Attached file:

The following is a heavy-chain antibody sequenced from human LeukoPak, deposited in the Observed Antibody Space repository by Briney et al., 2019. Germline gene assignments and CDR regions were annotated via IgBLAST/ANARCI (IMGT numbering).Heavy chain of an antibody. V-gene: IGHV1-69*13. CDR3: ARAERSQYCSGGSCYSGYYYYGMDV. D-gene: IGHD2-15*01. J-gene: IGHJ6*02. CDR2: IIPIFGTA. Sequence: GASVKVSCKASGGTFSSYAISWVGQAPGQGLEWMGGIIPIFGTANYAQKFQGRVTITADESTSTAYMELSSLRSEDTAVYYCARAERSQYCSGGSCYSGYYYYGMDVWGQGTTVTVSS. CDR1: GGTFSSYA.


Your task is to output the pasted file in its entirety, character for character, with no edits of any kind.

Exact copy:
The following is a heavy-chain antibody sequenced from human LeukoPak, deposited in the Observed Antibody Space repository by Briney et al., 2019. Germline gene assignments and CDR regions were annotated via IgBLAST/ANARCI (IMGT numbering).Heavy chain of an antibody. V-gene: IGHV1-69*13. CDR3: ARAERSQYCSGGSCYSGYYYYGMDV. D-gene: IGHD2-15*01. J-gene: IGHJ6*02. CDR2: IIPIFGTA. Sequence: GASVKVSCKASGGTFSSYAISWVGQAPGQGLEWMGGIIPIFGTANYAQKFQGRVTITADESTSTAYMELSSLRSEDTAVYYCARAERSQYCSGGSCYSGYYYYGMDVWGQGTTVTVSS. CDR1: GGTFSSYA.